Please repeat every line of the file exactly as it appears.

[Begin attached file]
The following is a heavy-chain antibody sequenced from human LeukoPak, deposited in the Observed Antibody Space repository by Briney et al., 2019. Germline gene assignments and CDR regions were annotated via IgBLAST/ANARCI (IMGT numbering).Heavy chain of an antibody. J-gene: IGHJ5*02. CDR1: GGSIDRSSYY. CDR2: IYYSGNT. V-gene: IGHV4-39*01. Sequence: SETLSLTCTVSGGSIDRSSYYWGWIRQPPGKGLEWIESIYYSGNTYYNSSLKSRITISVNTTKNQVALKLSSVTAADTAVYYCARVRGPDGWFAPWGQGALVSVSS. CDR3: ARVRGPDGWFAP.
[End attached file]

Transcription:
The following is a heavy-chain antibody sequenced from human LeukoPak, deposited in the Observed Antibody Space repository by Briney et al., 2019. Germline gene assignments and CDR regions were annotated via IgBLAST/ANARCI (IMGT numbering).Heavy chain of an antibody. J-gene: IGHJ5*02. CDR1: GGSIDRSSYY. CDR2: IYYSGNT. V-gene: IGHV4-39*01. Sequence: SETLSLTCTVSGGSIDRSSYYWGWIRQPPGKGLEWIESIYYSGNTYYNSSLKSRITISVNTTKNQVALKLSSVTAADTAVYYCARVRGPDGWFAPWGQGALVSVSS. CDR3: ARVRGPDGWFAP.